Set free

unbind-her

“Unbind Her” by Anna Woofenden, 2014

Anna Woofenden’s picture Unbind Her prompted me to ponder the difference between being bound and unbound. Her depiction of breaking free from the bindings and leaping away conjures up images of being free enough to soar into a new direction.

The idea of breaking free and leaping into some unknown future is appealing. But, breaking free can be difficult—just ask anyone who has walked away from an addiction to alcohol, drugs, unhealthy relationships, food, shopping or anything else that had kept them bound. It can be very challenging to walk away from a life lived in bondage, no matter how unsatisfactory or even painful that life might have been.

It is not always easy to walk away from people, situations or self-images that bind us. The old way is familiar, and finding a new way can present lots of challenges. Change often calls for a great deal of determination, discipline and perseverance; it involves saying “no” to what was previously a “yes.”

This Lent, I have been reflecting on times in my life when I turned away from relationships, jobs and behaviors that were holding me back. Sometimes my turning away was short-lived and I quickly returned to that which held me bound—old habits die hard. Other times, though, I have been able to stay strong in my resolve. Mostly, though, I feel I have been slowly chipping away at behaviors and beliefs that needed to be changed, those things that bound me.

Incremental changes over the years have added up and I can see that I am a much different person today than I was forty years ago. The invitation of Woofenden’s picture, though, is to ask if I am free enough to leap.

At the Easter Vigil last night, the priest talked about the leap of faith required of the apostles to believe the reports of Jesus’ resurrection and how we need to make that same leap to be followers of Jesus.

As he spoke, I imagined the scene at the tomb when Mary Magdalene and the other women had gone to tend to Jesus’ body and found that Jesus was gone. I could see them telling the apostles, and the apostles disbelieving them. I imagined Peter running to see for himself. Their emotions must have been all over the place—sadness at Jesus’ death, confusion that his body was gone and hope that something fantastic was happening.

Even imagining this emotional firestorm gave me pause. Am I free enough to feel strong emotions? Or do I keep my emotions in check? How would it feel, I wondered, if I let myself experience the range of emotions Mary and the others felt that first Easter?

I fear I have been afraid to feel.

My Easter prayer is to be set free so that I may experience deep joy, be open to possibilities, and be courageous enough to respond to God’s invitation to live fully. I want to leap into the future and trust that the best is yet to come.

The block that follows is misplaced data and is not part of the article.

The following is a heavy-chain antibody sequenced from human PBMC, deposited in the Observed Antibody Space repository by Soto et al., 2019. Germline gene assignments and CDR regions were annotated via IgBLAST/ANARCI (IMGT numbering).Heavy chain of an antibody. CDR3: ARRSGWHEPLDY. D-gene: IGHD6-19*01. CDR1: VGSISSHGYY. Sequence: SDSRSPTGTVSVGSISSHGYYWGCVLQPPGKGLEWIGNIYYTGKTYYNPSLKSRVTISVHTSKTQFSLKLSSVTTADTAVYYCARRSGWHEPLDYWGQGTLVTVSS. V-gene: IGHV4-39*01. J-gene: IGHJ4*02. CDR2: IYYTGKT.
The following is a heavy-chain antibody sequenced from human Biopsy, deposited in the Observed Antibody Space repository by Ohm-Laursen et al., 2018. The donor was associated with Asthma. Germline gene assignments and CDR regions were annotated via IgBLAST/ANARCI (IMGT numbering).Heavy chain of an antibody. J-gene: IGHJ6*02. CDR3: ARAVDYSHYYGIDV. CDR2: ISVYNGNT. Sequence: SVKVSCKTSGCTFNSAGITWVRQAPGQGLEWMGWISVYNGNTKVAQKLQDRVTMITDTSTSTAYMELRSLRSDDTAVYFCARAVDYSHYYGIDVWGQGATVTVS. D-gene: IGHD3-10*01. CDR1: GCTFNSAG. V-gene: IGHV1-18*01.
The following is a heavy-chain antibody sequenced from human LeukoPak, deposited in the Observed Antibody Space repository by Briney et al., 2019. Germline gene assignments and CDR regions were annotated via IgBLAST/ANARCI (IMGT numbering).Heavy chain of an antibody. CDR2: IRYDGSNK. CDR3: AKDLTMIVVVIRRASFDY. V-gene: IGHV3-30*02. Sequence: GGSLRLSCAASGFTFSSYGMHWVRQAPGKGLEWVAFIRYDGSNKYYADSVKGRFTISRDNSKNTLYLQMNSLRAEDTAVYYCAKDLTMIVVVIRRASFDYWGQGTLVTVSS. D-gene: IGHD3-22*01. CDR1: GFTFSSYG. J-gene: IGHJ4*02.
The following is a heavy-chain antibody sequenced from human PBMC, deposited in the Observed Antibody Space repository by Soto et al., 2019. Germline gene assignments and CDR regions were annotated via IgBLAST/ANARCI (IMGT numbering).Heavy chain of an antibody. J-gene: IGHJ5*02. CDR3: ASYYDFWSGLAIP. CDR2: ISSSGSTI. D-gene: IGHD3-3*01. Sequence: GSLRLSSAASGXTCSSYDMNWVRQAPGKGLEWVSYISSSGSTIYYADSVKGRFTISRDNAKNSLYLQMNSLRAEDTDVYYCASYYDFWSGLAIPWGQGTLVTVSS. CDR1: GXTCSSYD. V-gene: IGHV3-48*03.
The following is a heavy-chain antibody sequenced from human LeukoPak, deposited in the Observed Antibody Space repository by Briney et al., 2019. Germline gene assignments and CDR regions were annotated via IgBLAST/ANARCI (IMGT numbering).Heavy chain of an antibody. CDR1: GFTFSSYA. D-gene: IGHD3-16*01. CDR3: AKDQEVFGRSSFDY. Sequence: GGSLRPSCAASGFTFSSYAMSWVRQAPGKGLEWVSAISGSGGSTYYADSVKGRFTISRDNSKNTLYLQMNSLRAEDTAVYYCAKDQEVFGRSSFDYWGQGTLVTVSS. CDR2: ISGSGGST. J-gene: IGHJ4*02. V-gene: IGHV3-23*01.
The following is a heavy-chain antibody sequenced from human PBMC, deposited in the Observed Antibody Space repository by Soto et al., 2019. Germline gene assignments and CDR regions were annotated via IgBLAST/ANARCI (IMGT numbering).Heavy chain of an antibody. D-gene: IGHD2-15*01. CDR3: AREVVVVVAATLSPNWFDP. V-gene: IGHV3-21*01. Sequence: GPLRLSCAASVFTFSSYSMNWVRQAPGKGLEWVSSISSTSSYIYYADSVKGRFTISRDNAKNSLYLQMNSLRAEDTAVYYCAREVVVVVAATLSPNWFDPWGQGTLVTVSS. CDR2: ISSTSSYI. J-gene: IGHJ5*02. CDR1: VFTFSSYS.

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10 thoughts on “Set free

  1. annemarielom

    Happy Easter, Madeline. May you been unbound in numerous situations. Thank you for your very practical and profound reflection.

    Reply
    1. Madeline Bialecki Post author

      I thought of you, too, and wondered if Dave was reading–and with whom? I did not get assigned to read at my church so I went to my sister’s church with her family and my mother. It was lovely–six Baptisms, beautiful music (they have their own bell choir) and so happy to be with my family. Easter blessings.

      Reply
  2. Patrick

    Reminds me of a “talk” (The Talk) Joan gave me yesterday about women (In the Church) (her specifically) needing to take this leap (away from the Patriarchal tomb of The Church). She wonders about my clinging. I trust there are diverse ways of “leaping”. Your image struck me because of its color and femininity! Blessed faith-filled leaping to everyone on this event-full day of Easter!

    Reply
  3. Madeline Bialecki Post author

    A friend and I were talking about the Patriarchal nature of the Church the other day–and then I read a reflection on the Ignatian principal of being indifferent. I, too, trust there are diverse ways of “leaping” and I think that listening to what lies beneath what binds us is a key to becoming unbound. Easter blessings–joy.

    Reply
  4. Lizzy

    “I fear I have been afraid to feel.” — I believe that the “fear of feeling” is in all of us to some degree or another. Sometimes I wish I had no emotions at all just so I would not have to have such a heavy heart about all that goes on around me. But if that were the case, my heart would be cold, calloused, and without love to give.

    Reply
      1. Lizzy

        It is easy to happen. I have recently come out of such a season of my life asking God to re-ignite my passion for Him. Never let the devil take away what God has given you — a heart that loves and cares for all that is good in His name. “The thief comes only to steal and kill and destroy…” — Jesus in John 10:10. Never give him the chance.

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